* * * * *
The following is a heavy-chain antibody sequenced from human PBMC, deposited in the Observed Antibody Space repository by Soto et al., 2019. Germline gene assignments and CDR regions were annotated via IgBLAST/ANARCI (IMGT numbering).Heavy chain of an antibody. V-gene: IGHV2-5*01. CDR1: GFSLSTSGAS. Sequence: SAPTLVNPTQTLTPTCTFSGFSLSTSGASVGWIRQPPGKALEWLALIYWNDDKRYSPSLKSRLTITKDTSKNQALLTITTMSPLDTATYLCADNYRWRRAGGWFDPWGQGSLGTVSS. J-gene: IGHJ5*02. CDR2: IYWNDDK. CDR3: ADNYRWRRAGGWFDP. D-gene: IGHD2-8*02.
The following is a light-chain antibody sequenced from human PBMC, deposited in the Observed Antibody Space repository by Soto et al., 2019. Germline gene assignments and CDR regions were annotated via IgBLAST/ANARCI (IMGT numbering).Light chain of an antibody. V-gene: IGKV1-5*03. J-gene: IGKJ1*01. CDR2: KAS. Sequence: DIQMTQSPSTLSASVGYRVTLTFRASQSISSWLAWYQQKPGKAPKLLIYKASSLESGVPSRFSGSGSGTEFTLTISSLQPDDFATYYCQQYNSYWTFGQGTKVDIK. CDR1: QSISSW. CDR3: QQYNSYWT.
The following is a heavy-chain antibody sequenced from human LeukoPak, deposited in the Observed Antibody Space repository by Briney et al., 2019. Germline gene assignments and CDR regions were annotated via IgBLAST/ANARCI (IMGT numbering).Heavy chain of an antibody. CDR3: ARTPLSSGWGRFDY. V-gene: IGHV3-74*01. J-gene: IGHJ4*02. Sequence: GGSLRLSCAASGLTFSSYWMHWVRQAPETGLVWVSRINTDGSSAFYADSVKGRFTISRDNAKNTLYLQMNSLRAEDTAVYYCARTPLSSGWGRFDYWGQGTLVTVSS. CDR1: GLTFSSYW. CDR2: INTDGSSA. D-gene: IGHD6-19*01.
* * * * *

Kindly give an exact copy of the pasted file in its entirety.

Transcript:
The following is a heavy-chain antibody sequenced from human PBMC, deposited in the Observed Antibody Space repository by Soto et al., 2019. Germline gene assignments and CDR regions were annotated via IgBLAST/ANARCI (IMGT numbering).Heavy chain of an antibody. V-gene: IGHV2-5*01. CDR1: GFSLSTSGAS. Sequence: SAPTLVNPTQTLTPTCTFSGFSLSTSGASVGWIRQPPGKALEWLALIYWNDDKRYSPSLKSRLTITKDTSKNQALLTITTMSPLDTATYLCADNYRWRRAGGWFDPWGQGSLGTVSS. J-gene: IGHJ5*02. CDR2: IYWNDDK. CDR3: ADNYRWRRAGGWFDP. D-gene: IGHD2-8*02.
The following is a light-chain antibody sequenced from human PBMC, deposited in the Observed Antibody Space repository by Soto et al., 2019. Germline gene assignments and CDR regions were annotated via IgBLAST/ANARCI (IMGT numbering).Light chain of an antibody. V-gene: IGKV1-5*03. J-gene: IGKJ1*01. CDR2: KAS. Sequence: DIQMTQSPSTLSASVGYRVTLTFRASQSISSWLAWYQQKPGKAPKLLIYKASSLESGVPSRFSGSGSGTEFTLTISSLQPDDFATYYCQQYNSYWTFGQGTKVDIK. CDR1: QSISSW. CDR3: QQYNSYWT.
The following is a heavy-chain antibody sequenced from human LeukoPak, deposited in the Observed Antibody Space repository by Briney et al., 2019. Germline gene assignments and CDR regions were annotated via IgBLAST/ANARCI (IMGT numbering).Heavy chain of an antibody. CDR3: ARTPLSSGWGRFDY. V-gene: IGHV3-74*01. J-gene: IGHJ4*02. Sequence: GGSLRLSCAASGLTFSSYWMHWVRQAPETGLVWVSRINTDGSSAFYADSVKGRFTISRDNAKNTLYLQMNSLRAEDTAVYYCARTPLSSGWGRFDYWGQGTLVTVSS. CDR1: GLTFSSYW. CDR2: INTDGSSA. D-gene: IGHD6-19*01.